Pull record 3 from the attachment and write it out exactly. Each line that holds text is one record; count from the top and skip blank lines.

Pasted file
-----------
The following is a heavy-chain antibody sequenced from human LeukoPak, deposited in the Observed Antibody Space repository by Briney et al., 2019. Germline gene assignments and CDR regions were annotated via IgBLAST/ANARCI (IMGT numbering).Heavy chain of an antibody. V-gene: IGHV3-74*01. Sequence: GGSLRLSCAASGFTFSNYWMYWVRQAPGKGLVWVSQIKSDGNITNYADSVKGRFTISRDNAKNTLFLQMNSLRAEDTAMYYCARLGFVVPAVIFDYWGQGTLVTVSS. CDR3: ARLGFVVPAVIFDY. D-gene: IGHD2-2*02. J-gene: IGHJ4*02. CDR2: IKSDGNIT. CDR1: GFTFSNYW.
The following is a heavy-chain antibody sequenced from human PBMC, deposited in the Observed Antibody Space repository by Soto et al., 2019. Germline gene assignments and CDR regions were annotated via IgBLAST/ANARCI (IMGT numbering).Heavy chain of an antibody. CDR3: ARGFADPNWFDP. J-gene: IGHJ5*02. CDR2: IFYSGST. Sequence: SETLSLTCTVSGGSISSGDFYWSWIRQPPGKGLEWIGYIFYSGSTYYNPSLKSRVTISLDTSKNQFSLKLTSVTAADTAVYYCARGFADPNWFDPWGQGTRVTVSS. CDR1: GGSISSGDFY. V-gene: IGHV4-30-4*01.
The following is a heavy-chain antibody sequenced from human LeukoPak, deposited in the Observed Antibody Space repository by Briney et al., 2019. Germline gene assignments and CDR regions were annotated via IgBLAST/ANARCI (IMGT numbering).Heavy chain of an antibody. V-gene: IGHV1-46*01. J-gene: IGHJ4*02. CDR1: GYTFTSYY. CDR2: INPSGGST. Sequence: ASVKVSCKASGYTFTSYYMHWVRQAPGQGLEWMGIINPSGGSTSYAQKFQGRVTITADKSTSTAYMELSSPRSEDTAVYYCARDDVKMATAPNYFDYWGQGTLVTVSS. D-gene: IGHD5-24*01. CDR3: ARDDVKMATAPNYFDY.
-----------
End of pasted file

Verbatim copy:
The following is a heavy-chain antibody sequenced from human LeukoPak, deposited in the Observed Antibody Space repository by Briney et al., 2019. Germline gene assignments and CDR regions were annotated via IgBLAST/ANARCI (IMGT numbering).Heavy chain of an antibody. V-gene: IGHV1-46*01. J-gene: IGHJ4*02. CDR1: GYTFTSYY. CDR2: INPSGGST. Sequence: ASVKVSCKASGYTFTSYYMHWVRQAPGQGLEWMGIINPSGGSTSYAQKFQGRVTITADKSTSTAYMELSSPRSEDTAVYYCARDDVKMATAPNYFDYWGQGTLVTVSS. D-gene: IGHD5-24*01. CDR3: ARDDVKMATAPNYFDY.